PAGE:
2022 ◽  
pp. 34-76
Katsuyuki Hidaka

2022 ◽  
pp. 228-246
Ali Saha

The caste system, which prescribed punishments for Dalits, is slowly eroding, but the atrocities against Dalits continue on a scale that makes Dalit travails seem extreme. Previous scholars have argued such oppression because of the lack of proper representation of Dalit atrocities in the mainstream media and space for Dalits to voice their concerns. In a networked society, Dalits are creating identities on online spaces. This chapter, hence, discusses Dalit empowerment from the lens of media literacy through a case study approach. Three case studies have been analysed and conceptualised along the lines of media literacy and networked society. Overall, this study reflects that media literacy assists streamlined development of the culture and ideologies with media, creative and communicative abilities, and critical thinking. Considering the absence of regulations or policies to ‘media educate' the school students, especially the minorities, this research creates an awareness and helps in policy establishment aimed towards implementing media literacy education curricula.

2022 ◽  
Vol 13 (1) ◽  
pp. 383
José-María Lamirán-Palomares ◽  
Amparo Baviera-Puig ◽  
Tomás Baviera

Fans of niche sports generally find minimal content in mainstream media due to their limited audience. Instead, social media offers them the opportunity to follow these specific sports. The dynamics behind digital media are based on individual participation, hence some prominent users lead the social conversation thanks to their capacity to influence. However, the complexity of the concept of influence and the existence of multiple parameters for its measurement make it difficult to identify these key users. Our research proposes a measure of the influence on Twitter based on variables derived from the platform (number of tweets, number of retweets, and number of followers) and from the Social Network Analysis (outdegree, indegree, and PageRank). The Analytic Hierarchy Process was used to assign a weight to each variable. This measure of influence was applied to the conversation generated on Twitter around a niche sporting event: the 2018 UCI Track Cycling World Championships. From a 19 701-tweet corpus, we identified the 25 most influential users. The results indicate that the organisers and the participating cyclists played a relevant role in the Twitter conversation. In addition, the geographic distribution of these influential users reflects the cultural dependence of niche sports.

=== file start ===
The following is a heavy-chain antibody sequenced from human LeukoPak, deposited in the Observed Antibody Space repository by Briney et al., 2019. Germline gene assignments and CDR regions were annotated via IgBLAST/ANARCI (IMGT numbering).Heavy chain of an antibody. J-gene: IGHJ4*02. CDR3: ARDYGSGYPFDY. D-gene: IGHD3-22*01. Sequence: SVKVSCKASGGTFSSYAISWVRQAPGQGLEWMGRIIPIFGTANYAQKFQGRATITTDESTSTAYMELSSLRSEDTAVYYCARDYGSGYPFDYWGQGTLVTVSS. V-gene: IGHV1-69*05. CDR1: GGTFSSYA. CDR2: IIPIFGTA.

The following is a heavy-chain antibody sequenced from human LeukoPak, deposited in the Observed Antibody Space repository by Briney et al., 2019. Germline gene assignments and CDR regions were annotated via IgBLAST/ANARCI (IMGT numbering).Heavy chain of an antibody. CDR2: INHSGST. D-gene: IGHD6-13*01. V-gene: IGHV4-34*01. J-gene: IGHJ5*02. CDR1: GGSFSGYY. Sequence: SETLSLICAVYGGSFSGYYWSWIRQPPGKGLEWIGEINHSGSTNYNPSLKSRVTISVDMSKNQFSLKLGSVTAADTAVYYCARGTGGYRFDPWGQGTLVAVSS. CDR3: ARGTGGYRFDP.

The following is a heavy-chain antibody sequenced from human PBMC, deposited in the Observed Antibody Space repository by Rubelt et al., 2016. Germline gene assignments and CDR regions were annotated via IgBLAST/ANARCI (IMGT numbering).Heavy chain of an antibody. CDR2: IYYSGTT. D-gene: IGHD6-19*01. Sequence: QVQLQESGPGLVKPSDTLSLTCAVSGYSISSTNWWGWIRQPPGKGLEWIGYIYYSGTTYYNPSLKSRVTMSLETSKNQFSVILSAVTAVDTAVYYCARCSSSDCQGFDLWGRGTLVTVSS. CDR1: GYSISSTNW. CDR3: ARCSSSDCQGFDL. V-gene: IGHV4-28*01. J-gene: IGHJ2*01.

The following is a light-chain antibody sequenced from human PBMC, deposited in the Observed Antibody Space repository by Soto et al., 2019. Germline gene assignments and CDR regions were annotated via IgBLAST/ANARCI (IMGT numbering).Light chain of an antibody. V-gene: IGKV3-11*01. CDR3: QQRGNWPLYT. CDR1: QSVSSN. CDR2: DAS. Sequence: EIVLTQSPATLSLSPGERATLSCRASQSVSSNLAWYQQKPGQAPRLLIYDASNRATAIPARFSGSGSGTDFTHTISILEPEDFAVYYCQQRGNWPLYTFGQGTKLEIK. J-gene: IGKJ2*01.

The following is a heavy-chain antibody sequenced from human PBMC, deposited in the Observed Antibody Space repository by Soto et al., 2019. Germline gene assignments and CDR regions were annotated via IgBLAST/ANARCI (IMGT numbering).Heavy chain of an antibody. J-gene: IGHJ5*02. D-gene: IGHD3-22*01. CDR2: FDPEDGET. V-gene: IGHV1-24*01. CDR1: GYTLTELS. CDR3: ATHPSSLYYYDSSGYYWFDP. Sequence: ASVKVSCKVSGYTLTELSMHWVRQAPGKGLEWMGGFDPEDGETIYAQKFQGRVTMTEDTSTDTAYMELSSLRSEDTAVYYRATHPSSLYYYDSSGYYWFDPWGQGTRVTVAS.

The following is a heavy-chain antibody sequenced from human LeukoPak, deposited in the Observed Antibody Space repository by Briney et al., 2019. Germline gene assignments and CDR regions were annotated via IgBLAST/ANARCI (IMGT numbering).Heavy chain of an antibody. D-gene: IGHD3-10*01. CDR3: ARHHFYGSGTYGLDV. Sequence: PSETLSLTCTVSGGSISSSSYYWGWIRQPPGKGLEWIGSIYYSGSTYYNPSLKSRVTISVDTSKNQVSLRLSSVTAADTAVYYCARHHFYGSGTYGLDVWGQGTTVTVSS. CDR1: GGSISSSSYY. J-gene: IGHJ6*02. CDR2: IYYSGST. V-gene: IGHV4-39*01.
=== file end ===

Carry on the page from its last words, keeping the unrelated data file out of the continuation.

2022 ◽  
pp. 2155-2178
Inci Tari

The digital age is changing everything forever. Media is changing in many ways ranging from the way people screen it to the way it is operated as a business. Profitable mainstream media of yesterday is struggling to survive against disruptive innovation brought by new technologies and being challenged by giant technology companies such as Google and Facebook, which are forming a duopoly, especially in terms of digital advertising revenues. These conditions are forcing media managers to be more literate than ever. Although there is a definition for media literacy and business literacy, there is no definition for media business literacy yet. This study will try to make a definition of media business literacy, which should involve stakeholders, markets, products, customers, competitors, financial terminology, and financial statements. After this broad definition, the rest of the chapter will focus on the changing media industry structure providing an insight on some financial and numerical information that needs to be understood by everyone interested in media business.